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Practical TIG Welding: Pulse Welding

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Pulse Welding


00:00 - By this stage, you should be well aware that the TIG welding process offers a level of control that can benefit motorsport fabrication and one of the key aspects of this control is heat input.
00:11 Decreasing the overall heat input into a part can allow us to use stronger and lighter materials and the pulse function allows you to do this without risking melting holes through this thin material.
00:24 In this module, we'll show you how this works and how we can get the best out of our pulse settings.
00:30 Pulse refers to the switching between a peak amperage and a base amperage and the rate at which this happens is referred to as the pulse frequency or pulses per second.
00:40 The balance or time on setting defines how long the pulse stays in the peak part of the pulse cycle.
00:47 To demonstrate this, we'll begin by inputting the settings needed for our material which in this case is 1.6 mm thick mild steel and as we know, our rule of thumb is 40 amps per millimetre times our material thickness and this equals 64 amps.
01:02 But when we're using pulse settings this changes because we have the peak amperage and base amperage we've just discussed.
01:10 Setting these has a lot to do with the pulse balance.
01:13 For example the balance is set to 50% then this means your machine spends the same amount of time on its peak amperage as your base amperage.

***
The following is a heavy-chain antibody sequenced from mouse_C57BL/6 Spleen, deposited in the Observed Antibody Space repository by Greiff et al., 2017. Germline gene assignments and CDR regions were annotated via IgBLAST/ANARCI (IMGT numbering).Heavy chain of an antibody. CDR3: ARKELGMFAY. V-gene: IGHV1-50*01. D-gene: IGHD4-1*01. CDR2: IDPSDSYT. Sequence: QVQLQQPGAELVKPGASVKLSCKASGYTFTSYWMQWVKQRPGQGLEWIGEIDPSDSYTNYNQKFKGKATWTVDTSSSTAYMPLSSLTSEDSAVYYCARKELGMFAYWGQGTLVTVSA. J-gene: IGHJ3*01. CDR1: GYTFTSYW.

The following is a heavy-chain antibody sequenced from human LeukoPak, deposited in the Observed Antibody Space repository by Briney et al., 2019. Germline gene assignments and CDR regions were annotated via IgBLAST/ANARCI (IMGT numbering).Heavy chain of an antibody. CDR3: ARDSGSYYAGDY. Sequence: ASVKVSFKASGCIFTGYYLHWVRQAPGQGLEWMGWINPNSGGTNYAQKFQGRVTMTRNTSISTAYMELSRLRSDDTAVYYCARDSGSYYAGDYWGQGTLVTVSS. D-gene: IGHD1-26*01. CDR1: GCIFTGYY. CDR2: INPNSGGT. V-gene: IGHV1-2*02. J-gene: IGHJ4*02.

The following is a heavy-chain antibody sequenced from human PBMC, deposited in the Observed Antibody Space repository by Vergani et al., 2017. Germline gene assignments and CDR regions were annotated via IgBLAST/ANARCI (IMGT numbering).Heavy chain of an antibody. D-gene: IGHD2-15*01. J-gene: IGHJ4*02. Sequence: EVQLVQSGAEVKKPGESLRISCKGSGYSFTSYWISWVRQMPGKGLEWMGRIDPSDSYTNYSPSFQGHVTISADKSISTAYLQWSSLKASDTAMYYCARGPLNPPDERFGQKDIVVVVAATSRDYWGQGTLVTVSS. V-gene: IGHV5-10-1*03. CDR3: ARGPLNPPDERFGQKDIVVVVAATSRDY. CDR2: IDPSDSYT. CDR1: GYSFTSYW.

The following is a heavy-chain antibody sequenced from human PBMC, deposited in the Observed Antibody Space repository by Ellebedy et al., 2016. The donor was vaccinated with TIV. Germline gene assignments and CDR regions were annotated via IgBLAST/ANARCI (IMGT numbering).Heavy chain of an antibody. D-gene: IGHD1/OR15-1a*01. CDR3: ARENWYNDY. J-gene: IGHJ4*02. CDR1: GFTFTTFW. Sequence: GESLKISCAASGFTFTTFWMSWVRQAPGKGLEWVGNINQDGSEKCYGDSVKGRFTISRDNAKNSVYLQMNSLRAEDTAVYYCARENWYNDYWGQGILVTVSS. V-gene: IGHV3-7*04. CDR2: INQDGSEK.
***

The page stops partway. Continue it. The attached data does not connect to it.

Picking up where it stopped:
01:21 In this case, the amount we want to raise the peak amperage above the 64 amps we calculated will also be the amount we want to lower the base amps.
01:30 This might sound a little confusing but essentially what we're trying to do is retain the same average amperage that we calculated out originally.
01:38 To weld this 1.6 mm material, we're going to raise our peak amps by 25% which is just 64 multiplied by 0.25 which equals 16 amps, making our peak 80 amps.
01:53 To keep the average at 64 amps, we'll lower the base amps by the same 25%, making it 48 amps.
02:00 By reducing the pulse balance, or pulse time on, we reduce the amount of heat in the part by spending less time in the peak amps and more time in the base amps.
02:09 The pulse frequency or pulses per second defines the speed of this cycle and using 1-5 Hz or pulses per second, can assist with the timing of the inclusion of your filler rod to develop a nice uniform weld appearance.
02:24 Setting our pulse frequency to 1.2 Hz, you can see the visible pulse switches.
02:28 This creates a momentary fluid weld pool that will beg for the inclusion of your filler rod as it pulses to the peak amperage.
02:36 When you're new to TIG welding then this new low frequency pulsing effect can really help assist you with your filler rod inclusion technique which will result in a better and more consistent looking weld.
02:48 If you require less heat then you can either turn down your amperage or reduce your pulse balance so that it's spending more time on the base amps and then spiking to the peak amps briefly to create the molten weld pool.
03:01 Using low frequency pulse is a powerful tool in motorsport fabrication and can assist with very low heat input into thin materials.
03:09 Turning this frequency up also has benefits by focusing the arc and pin pointing the weld pool.
03:15 Both of our machines can provide pulse frequencies as high as 500 Hz however it's very unlikely you'd ever need anything nearly this high for our purposes in motorsport fabrication.
03:27 By raising the frequency, this will also have the effect of raising the level of noise emitted by the welding process so make sure you have hearing protection fitted if you're looking to perform prolonged high frequency pulse welds.
03:40 Through setting our amperage, our balance and our frequency, we can tune our arc to suit any welding conditions we may be faced with.
03:47 As always, we recommend setting yourself up with some test materials and getting comfortable with your machine's pulse settings before cracking into any bigger projects.

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